How to wait in Java with Awaitility

The Awaitility library introduces a functional style usage to express expectations of an asynchronous system in a concise and easy to read manner. Let’s have a deep dive into it with this tutorial.

Waiting in Java properly

In order to make a pause during the execution of Java code you can use two main approaches:

Java’s Thread.sleep() method is a built-in method that allows a thread to pause execution for a specified amount of time. It is simple to use and can be integrated easily into any Java code. However, it is not very flexible as it can only pause execution for a fixed amount of time, and it does not provide any way to check if a certain condition has been met before continuing execution.

Awaitility is a third-party library that provides a more flexible and powerful way to handle thread pauses and waiting for conditions in Java. It provides a variety of methods for waiting for specific conditions, such as waiting for a method to return a certain value or for a specific exception to be thrown. Additionally, Awaitility allows for more fine-grained control over the waiting process, such as setting a timeout for the wait and polling the condition at a specific interval.

Here are the advantages and disadvantages of each solution:

Pros of Thread.sleep():

  • Simple to use
  • Built-in to Java

Cons of Thread.sleep():

  • Only allows for pausing execution for a fixed amount of time
  • No way to check if a certain condition has been met before continuing execution

Pros of Awaitility:

  • More flexible and powerful way to handle thread pauses and waiting for conditions
  • Provides various methods for waiting for specific conditions
  • Allows for more fine-grained control over the waiting process

Cons of Awaitility:

  • Third-party library, not built-in to Java

Testing applications with Awaitility

Awaitility (as the name says) checks expectations based on a timing condition. Here is a basic example of it:

await().atMost(5, SECONDS).until(checkCondition());

In the above example, checkCondition contains the condition to verify. Therefore, we will wait at most 5 seconds to verify that condition is true. If you don’t specify any timeout Awaitility will wait for 10 seconds and then throw a ConditionTimeoutException if the condition has not been fulfilled.

Even in this simple form, Awaitility has some advantages over Thread.sleep(). Indeed we don’t have to wait for a fixed amount of time if the condition is already verified.

Let’s see a slightly more complex example. In this example, we are introducing untilAsserted which waits until a Runnable supplier execution passes. In this example, we are asserting that in, at most 3 seconds, the server log file will contain a text in it:

await().atMost(3, TimeUnit.SECONDS).untilAsserted(() -> {
      String content =null;
      try {
    	  Path filePath = Path.of("/home/jboss/wildfly-26.1.0.Final/standalone/log/server.log");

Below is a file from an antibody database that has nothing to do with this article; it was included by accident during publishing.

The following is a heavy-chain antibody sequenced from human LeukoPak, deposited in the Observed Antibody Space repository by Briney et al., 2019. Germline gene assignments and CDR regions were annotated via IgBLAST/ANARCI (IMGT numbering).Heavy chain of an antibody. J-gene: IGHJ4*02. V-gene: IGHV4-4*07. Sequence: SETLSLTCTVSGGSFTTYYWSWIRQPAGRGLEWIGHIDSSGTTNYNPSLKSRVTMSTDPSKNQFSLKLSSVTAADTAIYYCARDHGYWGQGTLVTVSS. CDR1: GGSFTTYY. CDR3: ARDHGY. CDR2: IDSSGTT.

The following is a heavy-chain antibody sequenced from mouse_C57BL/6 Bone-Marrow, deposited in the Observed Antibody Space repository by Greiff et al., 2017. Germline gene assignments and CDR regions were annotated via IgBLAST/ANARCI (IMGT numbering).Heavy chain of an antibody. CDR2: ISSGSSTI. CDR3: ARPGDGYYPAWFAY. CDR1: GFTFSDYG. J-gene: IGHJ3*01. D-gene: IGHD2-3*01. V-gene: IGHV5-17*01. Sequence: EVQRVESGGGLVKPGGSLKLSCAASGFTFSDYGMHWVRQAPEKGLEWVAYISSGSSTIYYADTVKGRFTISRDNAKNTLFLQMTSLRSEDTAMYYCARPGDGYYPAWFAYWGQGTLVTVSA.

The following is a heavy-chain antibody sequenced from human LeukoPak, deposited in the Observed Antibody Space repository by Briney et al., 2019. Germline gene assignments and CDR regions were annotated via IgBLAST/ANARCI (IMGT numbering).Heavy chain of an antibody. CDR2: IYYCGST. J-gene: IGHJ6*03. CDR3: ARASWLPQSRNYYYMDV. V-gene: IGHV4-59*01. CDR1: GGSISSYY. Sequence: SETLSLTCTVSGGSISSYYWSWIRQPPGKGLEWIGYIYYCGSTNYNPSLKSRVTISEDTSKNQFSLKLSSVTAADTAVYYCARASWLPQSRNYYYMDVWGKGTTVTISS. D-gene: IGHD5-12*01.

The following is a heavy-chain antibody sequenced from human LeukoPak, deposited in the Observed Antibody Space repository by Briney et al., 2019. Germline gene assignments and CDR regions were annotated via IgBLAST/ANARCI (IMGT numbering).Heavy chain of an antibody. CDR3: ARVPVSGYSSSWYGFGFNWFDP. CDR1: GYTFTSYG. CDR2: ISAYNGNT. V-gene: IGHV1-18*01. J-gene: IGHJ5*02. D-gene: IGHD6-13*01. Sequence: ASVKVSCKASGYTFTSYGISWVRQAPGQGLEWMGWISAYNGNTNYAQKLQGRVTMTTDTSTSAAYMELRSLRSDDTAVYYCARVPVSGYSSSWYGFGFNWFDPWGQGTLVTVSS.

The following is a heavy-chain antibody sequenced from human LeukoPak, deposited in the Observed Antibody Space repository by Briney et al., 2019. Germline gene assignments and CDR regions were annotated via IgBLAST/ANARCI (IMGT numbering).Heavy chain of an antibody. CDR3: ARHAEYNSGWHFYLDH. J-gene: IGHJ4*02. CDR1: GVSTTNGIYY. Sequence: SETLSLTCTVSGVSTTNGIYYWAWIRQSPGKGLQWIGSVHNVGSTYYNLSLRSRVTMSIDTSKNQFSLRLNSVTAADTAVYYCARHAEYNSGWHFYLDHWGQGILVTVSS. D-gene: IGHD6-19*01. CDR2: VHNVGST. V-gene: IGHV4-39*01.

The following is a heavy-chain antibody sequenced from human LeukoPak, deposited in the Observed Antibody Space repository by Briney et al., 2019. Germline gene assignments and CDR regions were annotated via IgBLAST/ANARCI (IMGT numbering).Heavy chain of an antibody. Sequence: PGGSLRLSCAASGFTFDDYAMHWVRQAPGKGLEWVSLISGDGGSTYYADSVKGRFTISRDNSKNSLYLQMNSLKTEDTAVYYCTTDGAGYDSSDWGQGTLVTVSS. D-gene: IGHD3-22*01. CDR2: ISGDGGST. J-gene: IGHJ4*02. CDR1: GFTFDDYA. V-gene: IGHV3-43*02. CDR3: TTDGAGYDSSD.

content = Files.readString(filePath);    
      } catch (IOException exc) { exc.printStackTrace(); }
      Assertions.assertTrue(content.indexOf("Admin console listening") > -1);

If your tests include several checks from , it is a good idea to introduce an alias for it. This way you will be able to catch easily which test is failing:

await("Check my Heros").atMost(3, SECONDS).until(herosAvailable());

Checking Types

Next, let’s see how to verify an assertion which requires checking a time limit and the returned Type, including its size.

Here is an Endpoint which produces an array of Hero objects:

public Hero[] get() {
        Hero hero[] = new Hero[3];
        hero[0] = new Hero("Spiderman");
        hero[1] = new Hero("Batman");
        hero[2] = new Hero("Hulk");
        return hero;

The following condition will check that, within 2 seconds, the HTTP GET endpoint returns an array of Hero with a lenght of 3:

await().atMost(2, SECONDS)
     .untilAsserted(() -> Assertions.assertEquals(3, get().as(Hero[].class).length));

Using Poll intervals

A poll interval tells Awaitility how often it should evaluate the condition that is supplied to the until method. In the following example, we use a poll interval of 250 milliseconds with an initial delay of 50 milliseconds until

with().pollInterval(250, TimeUnit.MILLISECONDS).and().with().pollDelay(50, MILLISECONDS).await().until(herosAvailable());

Check the condition between a time frame

You can also check that the await condition is true only between a specific timing. For this purpose, you can use atLeast in your condition. For example:

await().atLeast(50, TimeUnit.MILLISECONDS).and().atMost(3, SECONDS).until(herosAvailable());

In the above example, it is expected that the condition evaluates to true between 50 ms and 3 seconds. If it evaluates to true before, you will see the following Exception:

Condition was evaluated in 10 milliseconds which is earlier than expected minimum timeout 50 milliseconds

Check condition during an amount of time

Finally, it’s possible to assert that a condition evaluates to true during a time frame. For example, if we were to check that the endpoint returns the same number of Hero during 800 to 1500 ms:

await().during(800, MILLISECONDS).atMost(1500, MILLISECONDS).untilAsserted(() -> Assertions.assertEquals(3, get().as(Hero[].class).length));

In the above example, there won’t be any Exception if the condition evaluates to true earlier than the time frame.

How to build projects using Awaitility

Finally, in order to build Test classes using Awaitility you need to include the following dependency in your pom.xml



This article was a quick walkthough the Awaitility DSL API. You can find the source code for this example on GitHub: